The deep inferior epigastric perforator (DIEP) flap has gained notoriety because of its proposed benefit in decreasing donor-site morbidity but has been associated with longer operative times, higher perfusion-related complications, and increased cost relative to muscle-sparing free transverse rectus abdominis myocutaneous (TRAM) flaps. The authors performed the first cost-utility analysis examining the cost effectiveness of DIEP flaps relative to muscle-sparing free TRAM flaps in women who underwent mastectomy.Methods:
A comprehensive literature review was conducted using the MED- LINE, Embase, and Cochrane library databases to include studies directly comparing DIEP to muscle-sparing free TRAM flaps in matched patient cohorts. Eight studies were included, examining 740 DIEP flaps and 807 muscle-sparing free TRAM flaps. Costs were derived adopting both societal and third-party payer perspectives. Utilities were derived from a previous cost-utility analysis. Probabilities of clinically relevant complications were combined with cost and utility estimates to fit into a decision tree analysis.Results:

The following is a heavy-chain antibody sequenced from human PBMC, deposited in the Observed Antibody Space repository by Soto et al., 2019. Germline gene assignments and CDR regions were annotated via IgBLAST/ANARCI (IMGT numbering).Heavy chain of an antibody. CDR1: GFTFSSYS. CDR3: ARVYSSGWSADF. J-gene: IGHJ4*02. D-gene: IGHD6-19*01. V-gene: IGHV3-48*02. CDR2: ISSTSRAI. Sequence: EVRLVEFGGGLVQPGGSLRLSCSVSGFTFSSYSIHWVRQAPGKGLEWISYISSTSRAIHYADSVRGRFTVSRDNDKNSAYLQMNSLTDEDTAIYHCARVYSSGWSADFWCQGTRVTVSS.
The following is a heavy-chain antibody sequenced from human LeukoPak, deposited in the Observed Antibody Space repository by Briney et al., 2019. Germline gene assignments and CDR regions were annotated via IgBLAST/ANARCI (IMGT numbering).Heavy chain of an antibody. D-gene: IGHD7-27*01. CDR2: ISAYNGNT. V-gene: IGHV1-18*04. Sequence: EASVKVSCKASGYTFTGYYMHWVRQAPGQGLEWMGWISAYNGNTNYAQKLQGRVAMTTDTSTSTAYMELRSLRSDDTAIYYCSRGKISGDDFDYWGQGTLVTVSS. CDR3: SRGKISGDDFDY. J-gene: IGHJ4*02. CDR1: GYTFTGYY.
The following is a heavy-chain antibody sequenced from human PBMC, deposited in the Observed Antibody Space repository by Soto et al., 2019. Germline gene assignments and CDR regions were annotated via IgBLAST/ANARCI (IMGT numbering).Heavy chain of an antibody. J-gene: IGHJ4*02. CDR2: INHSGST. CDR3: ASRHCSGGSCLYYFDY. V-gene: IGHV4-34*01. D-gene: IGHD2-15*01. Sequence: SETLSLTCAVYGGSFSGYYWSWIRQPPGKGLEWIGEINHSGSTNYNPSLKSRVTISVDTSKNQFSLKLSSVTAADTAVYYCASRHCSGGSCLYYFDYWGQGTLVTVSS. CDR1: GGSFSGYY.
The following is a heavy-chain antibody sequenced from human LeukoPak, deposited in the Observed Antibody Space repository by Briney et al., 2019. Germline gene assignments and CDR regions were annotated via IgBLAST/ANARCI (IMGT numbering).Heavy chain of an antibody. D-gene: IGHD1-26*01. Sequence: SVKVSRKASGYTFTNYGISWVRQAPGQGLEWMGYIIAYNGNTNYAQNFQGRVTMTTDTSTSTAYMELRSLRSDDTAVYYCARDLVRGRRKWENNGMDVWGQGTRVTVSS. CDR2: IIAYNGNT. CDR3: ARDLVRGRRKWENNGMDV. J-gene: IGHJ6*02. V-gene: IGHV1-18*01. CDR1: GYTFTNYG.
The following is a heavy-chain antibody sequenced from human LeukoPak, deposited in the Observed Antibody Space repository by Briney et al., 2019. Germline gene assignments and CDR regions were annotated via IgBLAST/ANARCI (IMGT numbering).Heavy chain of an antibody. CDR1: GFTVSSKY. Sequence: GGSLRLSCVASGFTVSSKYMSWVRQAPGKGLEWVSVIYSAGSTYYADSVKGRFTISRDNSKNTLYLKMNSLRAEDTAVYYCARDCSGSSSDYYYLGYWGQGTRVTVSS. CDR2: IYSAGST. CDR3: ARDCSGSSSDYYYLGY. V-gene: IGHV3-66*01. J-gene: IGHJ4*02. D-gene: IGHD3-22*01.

The overall complication rates were 24.7 percent and 21.8 percent for DIEP and muscle-sparing free TRAM flaps, respectively. The authors’ baseline analysis using Medicare reimbursement revealed a cost decrease of $69.42 and a clinical benefit of 0.0035 quality-adjusted life-year when performing DIEP flap surgery relative to muscle-sparing free TRAM flap surgery, yielding an incremental cost-utility ratio of −$19,834.29. When using societal costs, the incremental cost-utility ratio increased to $87,800.Conclusion:
DIEP flaps are cost effective relative to muscle-sparing free TRAM flaps when patients are carefully selected based on perforator anatomy and surgery is performed by experienced surgeons.